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New Ruling Could Make it Harder for Santa Clara Service Providers to Care for Disabled

A new ruling from the California Department of Health Care Services (DHCS) places new regulations on how federal dollars are spent caring for those with developmental and intellectual disabilities. The Home and Community-Based Services (HCBS) Final Rule aims to ensure that people with disabilities have full access to an independent life in the larger community and also ensure the quality of the services they receive. Although the new ruling doesn’t go into effect until March 2022, some service providers who are already stretched thin, worry about the implications of the new ruling.

Many services people receive are paid for with state and federal money from the federal Centers for Medicare and Medicaid Services (CMS) via waivers to certain Medicaid requirements, hence they’re called “waiver” services. Therefore, California must comply with the HCBS Final Rule. This rule sets requirements for HCBS settings, which are places where people live or receive services. It applies to residential and non-residential settings.

California DHCS has been conducting outreach and workshops for service providers to help them understand the new rule and how they can come into compliance. In a letter to stakeholders, DHCS explained the process that begins by developing a Statewide Transition Plan addressing how California will move forward with implementation requirements.

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One of the most appealing factors of the new ruling is its attempt at getting funding as close to the individual as possible–what’s called person-centered services.

“The goal of the HCBS final rule is to enhance the quality of services provided by maximizing opportunities and choices for individuals; promoting community integration by making sure individuals have full access to the community; making sure individuals have the opportunity to work and spend time with other people in their community who do not have disabilities; ensuring individual preferences are supported and rights are protected; and establishing person-centered service planning requirements, which includes a process driven and directed by the individual to identify needed services and supports.”

The philosophical progression toward person-centered services started with the Lanterman Developmental Disabilities Act, a California law, passed in 1977 giving individuals with disabilities rights to help them lead more independent lifestyles. Ultimately, this led to the shutdown of institutional care centers and shifted the demand to residential group homes within a community. The thinking was that those with disabilities would benefit from being immersed in their community, rather than being kept separated in an institution.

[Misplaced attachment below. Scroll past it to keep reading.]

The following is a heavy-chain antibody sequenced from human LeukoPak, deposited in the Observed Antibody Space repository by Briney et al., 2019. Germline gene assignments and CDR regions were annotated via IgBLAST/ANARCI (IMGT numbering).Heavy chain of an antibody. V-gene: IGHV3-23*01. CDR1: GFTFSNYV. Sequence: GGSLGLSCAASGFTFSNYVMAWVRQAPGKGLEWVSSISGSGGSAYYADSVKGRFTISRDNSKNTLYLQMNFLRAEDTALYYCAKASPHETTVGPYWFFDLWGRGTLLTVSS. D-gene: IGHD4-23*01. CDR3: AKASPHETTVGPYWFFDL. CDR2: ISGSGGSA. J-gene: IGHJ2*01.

Santa Clara-based Pacific Autism Center for Education (PACE) is one such organization providing programs and services for individuals with developmental disabilities, including operating six of these residential group homes that have now taken the place of many institutions.

PACE’s Executive Director Kurt Ohlfs said about 40 percent of their funding comes through the HCBS waiver. Because money coming from the federal government is distributed by the state, it goes through a lot of hands before it gets to the individuals it’s meant to benefit, and the HCBS rule is partially meant to address this.

The original idea was to deliver funds on a person-centered model because a developmentally disabled person has the right to choose what services work best for them. Ohlfs said this model works well in theory but for the individuals PACE works with, often the most severely challenged, it isn’t easy for many of them to articulate their needs.

Residential housing is already hard to find and not inexpensive. It’s also hard to find people who want to provide residential services, according to Ohlfs. It’s not an easy line of work and is already rife with local, state and federal regulations. Now under HCBS, clients will have many more choices, such as who their roommates will be. The options are already limited and many programs don’t have the staff available to actually execute the new catalogue of options.

While the new options may work for higher functioning individuals, there is no individualization within the new ruling for people who fall on very different ends of the spectrum and doesn’t solve the issue of getting more resources to the people who need them most. It operates on the premise that any individual will have an al la carte menu of services whereas right now, it’s up to the service provider what they can afford and reasonably manage. “Its like Yelp for disability services,” said Ohlfs.

Ideally, this will improve services across the board, but Ohlfs said it could end up forcing some providers out of the market if clients begin expecting services that providers can’t afford to accommodate.

More information can be found at www.dds.ca.gov/HCBS/

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The Mlnarik Law Group, Inc.

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